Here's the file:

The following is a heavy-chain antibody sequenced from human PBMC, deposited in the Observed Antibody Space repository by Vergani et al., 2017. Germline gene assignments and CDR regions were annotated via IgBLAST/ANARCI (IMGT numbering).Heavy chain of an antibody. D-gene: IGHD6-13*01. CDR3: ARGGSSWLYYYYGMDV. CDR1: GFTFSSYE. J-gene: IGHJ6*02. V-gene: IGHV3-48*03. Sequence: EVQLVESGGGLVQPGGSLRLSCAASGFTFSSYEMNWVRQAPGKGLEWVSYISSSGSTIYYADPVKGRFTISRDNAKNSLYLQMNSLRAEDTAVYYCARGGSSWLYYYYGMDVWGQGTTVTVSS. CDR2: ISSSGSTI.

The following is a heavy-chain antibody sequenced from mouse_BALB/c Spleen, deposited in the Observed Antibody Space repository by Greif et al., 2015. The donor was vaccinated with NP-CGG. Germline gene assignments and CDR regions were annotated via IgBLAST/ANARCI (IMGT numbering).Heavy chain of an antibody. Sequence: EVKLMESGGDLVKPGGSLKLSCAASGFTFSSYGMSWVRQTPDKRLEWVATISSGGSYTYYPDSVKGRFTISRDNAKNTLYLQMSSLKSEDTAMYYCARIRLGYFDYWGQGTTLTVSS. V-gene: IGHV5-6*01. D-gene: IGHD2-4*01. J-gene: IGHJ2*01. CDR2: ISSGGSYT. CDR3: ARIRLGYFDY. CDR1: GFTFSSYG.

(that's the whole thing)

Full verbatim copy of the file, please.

The following is a heavy-chain antibody sequenced from human PBMC, deposited in the Observed Antibody Space repository by Vergani et al., 2017. Germline gene assignments and CDR regions were annotated via IgBLAST/ANARCI (IMGT numbering).Heavy chain of an antibody. D-gene: IGHD6-13*01. CDR3: ARGGSSWLYYYYGMDV. CDR1: GFTFSSYE. J-gene: IGHJ6*02. V-gene: IGHV3-48*03. Sequence: EVQLVESGGGLVQPGGSLRLSCAASGFTFSSYEMNWVRQAPGKGLEWVSYISSSGSTIYYADPVKGRFTISRDNAKNSLYLQMNSLRAEDTAVYYCARGGSSWLYYYYGMDVWGQGTTVTVSS. CDR2: ISSSGSTI.

The following is a heavy-chain antibody sequenced from mouse_BALB/c Spleen, deposited in the Observed Antibody Space repository by Greif et al., 2015. The donor was vaccinated with NP-CGG. Germline gene assignments and CDR regions were annotated via IgBLAST/ANARCI (IMGT numbering).Heavy chain of an antibody. Sequence: EVKLMESGGDLVKPGGSLKLSCAASGFTFSSYGMSWVRQTPDKRLEWVATISSGGSYTYYPDSVKGRFTISRDNAKNTLYLQMSSLKSEDTAMYYCARIRLGYFDYWGQGTTLTVSS. V-gene: IGHV5-6*01. D-gene: IGHD2-4*01. J-gene: IGHJ2*01. CDR2: ISSGGSYT. CDR3: ARIRLGYFDY. CDR1: GFTFSSYG.